Real Butter Is Back On The Menu

| August 2, 2016

For decades, we were told that butter was bad for us. Like other saturated fats, it was going to clog up our arteries and give us heart attacks. Our television screens carried endless adverts for look-alike spreads that claimed to be healthy alternatives to butter. Most of us were brainwashed by hearing this dogma repeated day after day. But of course, none of it was true.

Although The Real Diabetes Truth has always maintained that dietary fats have been unfairly demonised and that sugar is far more dangerous, the conventional stance has been slow to change. Despite solid evidence that the low-fat message was wrong all along, the 2015 US Dietary Guidelines – perhaps influenced by Big Food and Big Pharma – once again recommended replacing animal fats, including butter, with non-hydrogenated vegetable oils, as I mentioned here.

Now, though, further studies have shown that butter is not only totally harmless in terms of cardiovascular risk, it is positively beneficial when it comes to diabetes. When researchers from Tufts University, USA, combined the data from nine separate investigations into links between butter consumption and health, they found eating butter did nothing to alter people’s risk of cardiovascular disease, coronary heart disease, or stroke.1

On the other hand, eating around a tablespoon of butter a day was associated with a four per cent lower risk of type 2 diabetes. While this is a rather modest reduction, another recent study provided much more impressive results. Showing that two fatty acids in butter (called pentadecanoic and heptadecanoic acids) may slash type 2 diabetes risk by more than 40 per cent.2 This is in line with earlier research I reported on here that suggested butter fatty acids could reduce insulin and blood fat levels and help to prevent metabolic syndrome. Meanwhile, other research has linked butter consumption with reduced rates of heart disease and stroke.3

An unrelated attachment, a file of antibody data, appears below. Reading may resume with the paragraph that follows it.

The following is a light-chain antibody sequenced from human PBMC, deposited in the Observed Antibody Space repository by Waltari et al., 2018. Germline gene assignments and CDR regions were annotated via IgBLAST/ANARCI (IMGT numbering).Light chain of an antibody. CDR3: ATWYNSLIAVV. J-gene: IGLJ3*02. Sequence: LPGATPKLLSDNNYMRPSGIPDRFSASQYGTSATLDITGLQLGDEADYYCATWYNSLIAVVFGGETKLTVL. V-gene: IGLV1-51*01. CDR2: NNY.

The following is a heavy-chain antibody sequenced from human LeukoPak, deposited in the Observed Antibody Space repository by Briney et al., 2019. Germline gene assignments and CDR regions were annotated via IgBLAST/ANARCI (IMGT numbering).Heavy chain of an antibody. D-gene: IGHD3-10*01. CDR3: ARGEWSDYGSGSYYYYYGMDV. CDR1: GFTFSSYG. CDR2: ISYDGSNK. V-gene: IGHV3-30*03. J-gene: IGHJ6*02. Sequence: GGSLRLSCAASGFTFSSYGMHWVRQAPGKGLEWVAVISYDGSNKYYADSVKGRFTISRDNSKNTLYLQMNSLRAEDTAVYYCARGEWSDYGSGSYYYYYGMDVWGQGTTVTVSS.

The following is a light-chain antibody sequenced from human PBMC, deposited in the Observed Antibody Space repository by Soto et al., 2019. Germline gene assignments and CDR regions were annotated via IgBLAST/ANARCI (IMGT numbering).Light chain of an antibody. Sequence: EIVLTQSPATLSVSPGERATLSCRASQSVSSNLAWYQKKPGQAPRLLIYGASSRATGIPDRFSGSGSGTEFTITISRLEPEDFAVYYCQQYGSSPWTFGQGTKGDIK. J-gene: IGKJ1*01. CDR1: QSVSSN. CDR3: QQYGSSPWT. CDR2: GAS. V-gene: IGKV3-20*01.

These reassuring findings should dispel any lingering doubts you may still have about butter (and who could blame you after the concerted campaign of misinformation about it). So, butter can be safely put back on the menu – but what are you spreading it on? Could bread made from wheat be a much bigger problem for people with diabetes? More on this in my next blog post.

Wishing you the best of health,

Martin Hum
PhD DHD Nutritionist
for Real Diabetes Truth

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1. Pimpin L, Wu JH, Haskelberg H, Del Gobbo L, Mozaffarian D. Is butter back? A systematic review and meta-analysis of butter consumption and risk of cardiovascular disease, diabetes, and total mortality. PLoS One. 2016; 11(6):e0158118.

2. Yakoob MY, Shi P, Willett WC et al. Circulating biomarkers of dairy fat and risk of incident diabetes mellitus among men and women in the United States in two large prospective cohorts. Circulation. 2016; 133(17):1645-1654.

3. De Oliveira Otto MC, Nettleton JA, Lemaitre RN et al. Biomarkers of dairy fatty acids and risk of cardiovascular disease in the Multi-ethnic Study of Atherosclerosis. J Am Heart Assoc. 2013; 2(4):e000092.

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Category: Diabetes, Diet and Exercise

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